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I am having a very weird problem that I've never had before when using tkinter. Anywhere that I set a command for a widget such as a button or a menu item, the command runs when the application starts up. Basically the command doesn't wait until the widget is clicked to run. In my code, I know that I did not pack the button, this was to show that widget don't even have to be drawn onto the screen for this problem to occur. Does anybody know what could be causing it? Thanks!

from tkinter import *

class menuItems(object):
    def __init__(self):
        menubar = Menu(app)
        filemenu = Menu(menubar, tearoff=0)
        filemenu.add_command(label="New...", command=self.new())
        filemenu.add_command(label="Open...", command=self.open())
        filemenu.add_command(label="Save", command=self.save())
        filemenu.add_separator()
        filemenu.add_command(label="Exit", command=app.quit)
        menubar.add_cascade(label="File", menu=filemenu)
        app.config(menu=menubar)

    def new(self):
        pass

    def open(self):
        pass

    def save(self):
        print("You have saved the file")

def this_should_not_run():
    print("Yay! I didn't run!")

def this_will_run_even_though_it_should_not():
    print("You can't stop me!")

def init():
    global app, menu
    app = Tk()
    app.title("Words with Python")
    app.geometry("800x500+50+50")

    menu = menuItems()

    frame = Frame(app)
    scrollbar = Scrollbar(frame, orient=VERTICAL)
    textbox = Text(frame, yscrollcommand=scrollbar.set)
    scrollbar.config(command=textbox.yview)
    scrollbar.pack(side=RIGHT, fill=Y)
    textbox.pack(side=LEFT, fill=BOTH, expand=1)
    frame.pack(fill=BOTH, expand=1)

    button = Button(app, text="Nothing", command=this_will_run_even_though_it_should_not())

    return

init()

app.mainloop()
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2 Answers 2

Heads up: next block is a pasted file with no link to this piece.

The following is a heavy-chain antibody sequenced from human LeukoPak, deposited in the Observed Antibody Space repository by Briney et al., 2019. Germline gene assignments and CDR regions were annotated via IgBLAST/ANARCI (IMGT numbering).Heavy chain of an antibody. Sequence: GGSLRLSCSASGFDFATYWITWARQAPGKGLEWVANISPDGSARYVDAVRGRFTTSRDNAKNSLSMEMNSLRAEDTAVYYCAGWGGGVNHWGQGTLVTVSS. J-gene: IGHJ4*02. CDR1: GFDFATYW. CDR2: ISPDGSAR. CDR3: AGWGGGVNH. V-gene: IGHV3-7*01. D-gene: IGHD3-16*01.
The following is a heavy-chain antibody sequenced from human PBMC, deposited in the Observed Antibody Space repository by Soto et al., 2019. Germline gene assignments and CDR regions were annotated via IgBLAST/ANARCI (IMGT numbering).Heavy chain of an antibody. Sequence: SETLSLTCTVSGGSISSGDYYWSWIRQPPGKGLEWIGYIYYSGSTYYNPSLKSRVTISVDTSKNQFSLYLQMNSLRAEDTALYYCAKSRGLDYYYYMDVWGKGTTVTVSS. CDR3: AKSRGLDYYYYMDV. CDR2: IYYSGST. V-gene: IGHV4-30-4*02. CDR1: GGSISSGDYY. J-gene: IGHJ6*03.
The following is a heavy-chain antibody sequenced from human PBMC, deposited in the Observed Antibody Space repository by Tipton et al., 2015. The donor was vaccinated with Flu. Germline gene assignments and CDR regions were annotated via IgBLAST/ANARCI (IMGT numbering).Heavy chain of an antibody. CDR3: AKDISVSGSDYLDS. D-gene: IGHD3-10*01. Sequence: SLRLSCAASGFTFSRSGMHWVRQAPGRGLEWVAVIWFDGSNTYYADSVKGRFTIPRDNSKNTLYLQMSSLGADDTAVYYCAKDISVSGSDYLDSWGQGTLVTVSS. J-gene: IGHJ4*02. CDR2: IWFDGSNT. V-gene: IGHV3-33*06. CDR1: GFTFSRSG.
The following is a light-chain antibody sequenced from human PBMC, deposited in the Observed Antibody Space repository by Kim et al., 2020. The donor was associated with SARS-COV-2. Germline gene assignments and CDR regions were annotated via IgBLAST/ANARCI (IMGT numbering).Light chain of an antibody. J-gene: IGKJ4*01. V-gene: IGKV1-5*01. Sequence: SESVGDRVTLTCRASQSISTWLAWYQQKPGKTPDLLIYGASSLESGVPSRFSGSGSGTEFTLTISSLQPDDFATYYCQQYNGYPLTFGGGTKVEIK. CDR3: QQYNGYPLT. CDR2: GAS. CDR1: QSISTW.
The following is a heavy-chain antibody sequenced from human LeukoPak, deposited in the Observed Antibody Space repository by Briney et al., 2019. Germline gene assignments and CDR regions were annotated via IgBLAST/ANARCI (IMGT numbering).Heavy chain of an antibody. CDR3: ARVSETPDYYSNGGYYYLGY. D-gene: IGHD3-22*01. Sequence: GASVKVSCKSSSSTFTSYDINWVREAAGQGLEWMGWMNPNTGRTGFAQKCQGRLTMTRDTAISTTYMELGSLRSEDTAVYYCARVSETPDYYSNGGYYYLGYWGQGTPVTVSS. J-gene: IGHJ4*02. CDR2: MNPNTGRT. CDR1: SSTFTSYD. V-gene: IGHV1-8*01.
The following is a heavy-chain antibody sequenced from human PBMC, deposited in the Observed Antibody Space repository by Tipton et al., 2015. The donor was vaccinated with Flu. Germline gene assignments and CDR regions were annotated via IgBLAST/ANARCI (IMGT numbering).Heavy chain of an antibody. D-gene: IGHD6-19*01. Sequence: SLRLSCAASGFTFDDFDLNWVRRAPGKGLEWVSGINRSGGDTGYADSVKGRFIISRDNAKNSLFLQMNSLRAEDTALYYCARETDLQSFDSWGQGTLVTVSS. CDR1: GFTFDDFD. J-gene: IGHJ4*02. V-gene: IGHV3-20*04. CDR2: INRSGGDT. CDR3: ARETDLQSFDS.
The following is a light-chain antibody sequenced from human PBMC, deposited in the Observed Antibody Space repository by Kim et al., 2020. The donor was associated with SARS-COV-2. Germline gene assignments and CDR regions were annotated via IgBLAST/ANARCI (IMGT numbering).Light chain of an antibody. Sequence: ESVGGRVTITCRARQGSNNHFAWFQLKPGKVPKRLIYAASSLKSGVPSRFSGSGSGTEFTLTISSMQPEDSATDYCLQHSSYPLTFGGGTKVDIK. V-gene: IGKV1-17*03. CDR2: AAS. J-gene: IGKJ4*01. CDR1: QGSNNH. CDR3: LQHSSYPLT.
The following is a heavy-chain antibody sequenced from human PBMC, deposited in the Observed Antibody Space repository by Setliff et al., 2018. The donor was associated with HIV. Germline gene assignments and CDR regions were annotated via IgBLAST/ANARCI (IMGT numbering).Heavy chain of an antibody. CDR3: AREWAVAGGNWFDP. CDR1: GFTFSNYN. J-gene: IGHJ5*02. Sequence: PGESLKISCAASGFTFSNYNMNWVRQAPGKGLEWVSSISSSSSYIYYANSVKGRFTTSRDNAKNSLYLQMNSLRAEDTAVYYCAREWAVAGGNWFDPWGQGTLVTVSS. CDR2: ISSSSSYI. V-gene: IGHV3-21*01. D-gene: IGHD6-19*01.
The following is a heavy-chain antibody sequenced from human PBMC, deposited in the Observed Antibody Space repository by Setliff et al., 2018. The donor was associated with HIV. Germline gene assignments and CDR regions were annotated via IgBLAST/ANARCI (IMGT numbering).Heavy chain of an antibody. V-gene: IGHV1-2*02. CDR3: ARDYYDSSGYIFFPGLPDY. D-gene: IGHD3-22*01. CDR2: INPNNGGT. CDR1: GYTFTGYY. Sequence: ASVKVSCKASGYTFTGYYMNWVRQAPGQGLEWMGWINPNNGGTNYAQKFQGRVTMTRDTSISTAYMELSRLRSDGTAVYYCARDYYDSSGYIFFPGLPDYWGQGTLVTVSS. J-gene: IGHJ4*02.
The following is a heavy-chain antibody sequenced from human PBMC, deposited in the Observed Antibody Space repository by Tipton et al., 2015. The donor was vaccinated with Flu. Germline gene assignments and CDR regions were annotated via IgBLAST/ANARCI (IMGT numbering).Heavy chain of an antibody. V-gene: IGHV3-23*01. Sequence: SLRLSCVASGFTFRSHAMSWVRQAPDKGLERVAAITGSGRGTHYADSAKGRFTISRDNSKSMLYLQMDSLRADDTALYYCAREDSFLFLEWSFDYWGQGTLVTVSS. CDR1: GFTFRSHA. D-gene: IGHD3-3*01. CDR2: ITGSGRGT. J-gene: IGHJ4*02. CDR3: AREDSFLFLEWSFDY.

up vote 10 down vote accepted

Remove the ()s in your command definitions. Right now, you are calling the function and binding the return values to command parameter whereas you need to bind the functions itself so that later on they could be called.

So a line like this:

filemenu.add_command(label="New...", command=self.new())

should actually be this:

filemenu.add_command(label="New...", command=self.new)

(You actually do this in one place correctly: filemenu.add_command(label="Exit", command=app.quit))

share|improve this answer
    
Thanks for the answer! That did the trick! –  SilverSerpent Jan 31 '12 at 3:34
filemenu.add_command(label="Open...", command=self.open())
filemenu.add_command(label="New...", command=self.new())
filemenu.add_command(label="Open...", command=self.open())
filemenu.add_command(label="Save", command=self.save())

In these lines, you have to pass the reference to the functions. You are actually calling the functions.

filemenu.add_command(label="Open...", command=self.open)
filemenu.add_command(label="New...", command=self.new)
filemenu.add_command(label="Open...", command=self.open)
filemenu.add_command(label="Save", command=self.save)
share|improve this answer
    
Thanks for the response! I didn't realize that actually called the function. Problem solved! –  SilverSerpent Jan 31 '12 at 3:10

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